The Life-saving F/16 Rule for Landscape Photographers

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For a lot of us, landscape photography is one of our favourite past-times. Being out with nature doing the hobby you love, really is something we enjoy.

It can get a little frustrating if we're not producing the standard of shots that we would like to however.

Luckily, there's a quick and easy rule that can save your daytime landscapes (or any other daytime shot for that matter), at least in terms of exposure and light.

It's called the f/16 Rule and is sometimes known as the Sunny 16 Rule.

It's basically a way of ensuring a reasonable shot under sunny conditions without recourse to a light meter.

The basic rule states to shoot at an apperture of f/16 with a shutter speed of 1/125 when shooting on ISO 100 film.

Or f/16 with a shutter speed of 1/ISO setting (or as close as your camera settings will allow)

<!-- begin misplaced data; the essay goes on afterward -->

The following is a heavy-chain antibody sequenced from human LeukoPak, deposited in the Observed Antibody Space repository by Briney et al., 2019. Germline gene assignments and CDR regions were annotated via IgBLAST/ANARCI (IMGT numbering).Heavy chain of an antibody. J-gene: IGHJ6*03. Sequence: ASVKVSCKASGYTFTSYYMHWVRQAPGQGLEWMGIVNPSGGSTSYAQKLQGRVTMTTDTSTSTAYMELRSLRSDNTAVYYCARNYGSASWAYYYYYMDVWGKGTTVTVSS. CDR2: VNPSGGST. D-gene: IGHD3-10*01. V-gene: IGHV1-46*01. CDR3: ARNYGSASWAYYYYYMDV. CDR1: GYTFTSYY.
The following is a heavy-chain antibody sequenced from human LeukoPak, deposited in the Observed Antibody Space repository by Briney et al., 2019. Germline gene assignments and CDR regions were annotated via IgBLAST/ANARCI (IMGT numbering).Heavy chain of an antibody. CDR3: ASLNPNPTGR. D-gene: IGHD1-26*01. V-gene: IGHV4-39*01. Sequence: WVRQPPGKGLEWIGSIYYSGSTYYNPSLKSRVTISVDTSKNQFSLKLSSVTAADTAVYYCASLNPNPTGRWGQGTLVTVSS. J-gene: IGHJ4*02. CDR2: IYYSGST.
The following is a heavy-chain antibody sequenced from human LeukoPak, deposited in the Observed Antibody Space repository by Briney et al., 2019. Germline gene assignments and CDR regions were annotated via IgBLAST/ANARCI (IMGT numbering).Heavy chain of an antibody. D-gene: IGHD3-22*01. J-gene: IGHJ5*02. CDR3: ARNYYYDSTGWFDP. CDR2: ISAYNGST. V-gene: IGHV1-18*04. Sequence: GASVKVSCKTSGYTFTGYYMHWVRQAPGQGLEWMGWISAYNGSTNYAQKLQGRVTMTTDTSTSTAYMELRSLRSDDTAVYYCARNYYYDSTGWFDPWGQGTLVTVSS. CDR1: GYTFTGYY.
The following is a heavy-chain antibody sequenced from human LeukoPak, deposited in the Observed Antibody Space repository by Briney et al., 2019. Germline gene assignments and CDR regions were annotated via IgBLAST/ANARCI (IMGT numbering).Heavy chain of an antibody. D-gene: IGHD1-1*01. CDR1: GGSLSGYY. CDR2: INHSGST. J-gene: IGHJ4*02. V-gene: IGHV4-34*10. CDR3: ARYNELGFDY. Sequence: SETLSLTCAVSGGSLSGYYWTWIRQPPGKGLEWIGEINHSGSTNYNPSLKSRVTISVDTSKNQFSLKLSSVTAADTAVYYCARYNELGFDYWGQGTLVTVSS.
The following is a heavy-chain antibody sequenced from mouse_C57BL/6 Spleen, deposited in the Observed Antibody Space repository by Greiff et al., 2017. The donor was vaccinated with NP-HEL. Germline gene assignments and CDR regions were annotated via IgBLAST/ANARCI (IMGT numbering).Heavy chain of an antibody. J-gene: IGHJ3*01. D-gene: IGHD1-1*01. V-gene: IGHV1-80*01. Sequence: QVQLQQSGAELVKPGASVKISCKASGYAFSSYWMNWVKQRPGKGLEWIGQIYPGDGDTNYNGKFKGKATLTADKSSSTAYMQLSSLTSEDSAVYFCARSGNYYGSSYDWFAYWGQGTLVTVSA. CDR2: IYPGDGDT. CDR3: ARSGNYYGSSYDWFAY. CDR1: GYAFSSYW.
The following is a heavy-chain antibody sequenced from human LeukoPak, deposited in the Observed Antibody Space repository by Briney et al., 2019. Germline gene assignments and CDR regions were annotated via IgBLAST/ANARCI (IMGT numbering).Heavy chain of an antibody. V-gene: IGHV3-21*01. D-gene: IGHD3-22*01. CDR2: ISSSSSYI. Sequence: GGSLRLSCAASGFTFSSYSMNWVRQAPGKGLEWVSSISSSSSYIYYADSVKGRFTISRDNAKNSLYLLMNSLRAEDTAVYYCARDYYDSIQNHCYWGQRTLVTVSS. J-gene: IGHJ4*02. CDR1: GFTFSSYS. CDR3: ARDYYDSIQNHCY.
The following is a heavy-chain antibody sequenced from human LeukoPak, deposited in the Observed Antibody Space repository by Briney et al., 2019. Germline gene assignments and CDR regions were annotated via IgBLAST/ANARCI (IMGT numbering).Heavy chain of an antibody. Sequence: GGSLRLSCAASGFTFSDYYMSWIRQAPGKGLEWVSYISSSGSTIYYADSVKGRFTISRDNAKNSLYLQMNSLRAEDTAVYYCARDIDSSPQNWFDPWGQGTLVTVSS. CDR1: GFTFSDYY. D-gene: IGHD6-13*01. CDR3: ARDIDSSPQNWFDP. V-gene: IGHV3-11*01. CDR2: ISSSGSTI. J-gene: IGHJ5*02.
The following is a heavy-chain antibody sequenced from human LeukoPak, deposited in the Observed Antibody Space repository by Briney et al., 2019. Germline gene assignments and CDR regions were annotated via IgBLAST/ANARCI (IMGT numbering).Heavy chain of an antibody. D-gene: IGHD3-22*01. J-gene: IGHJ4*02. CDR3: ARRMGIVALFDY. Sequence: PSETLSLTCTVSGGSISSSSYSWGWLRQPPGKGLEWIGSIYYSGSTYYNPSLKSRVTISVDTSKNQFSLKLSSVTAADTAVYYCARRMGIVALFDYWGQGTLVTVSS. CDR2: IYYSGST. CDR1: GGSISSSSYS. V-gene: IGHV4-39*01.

For example, let's say you were shooting on 400 ISO film.

The formula would be f/16 and 1/400 speed.

With ISO 800, it would be f/16 and 1/800 speed.

f/16 sunny rule, Alphin Pike

Just in case that still doesn't make sense, try out these other links on the f/16 Rule:

The Sunny f/16 Rule
And on Wikipedia
And one more…

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I'm Rob, the editor of Light Stalking. I try to keep this ship on course.

8 thoughts on “The Life-saving F/16 Rule for Landscape Photographers

  1. adrian geronimo

    great tip. the shutter speeds and f stop coordination actually make a lot of sense.
    F16 is the same f stop we used to study the hyperfocal distance in school a couple of weeks ago. but this article just put new light to why we were restricted to that number, specially with the 1/ISO concept. well done!

  2. newbiephotographer

    What if your camera can only go as low as f/8? Would lowering the equivalent shutter speed to half work?

    Let’s say at f/8 at ISO 100, equivalent shutter speed would be 1/50?

    Thanks for sharing BTW.

  3. marilyn moffatt

    thank you for the tip. I have problems figuring out what settings to use so this will be helpful to at least take the picture using the f16 rule and then experimenting with other settings.

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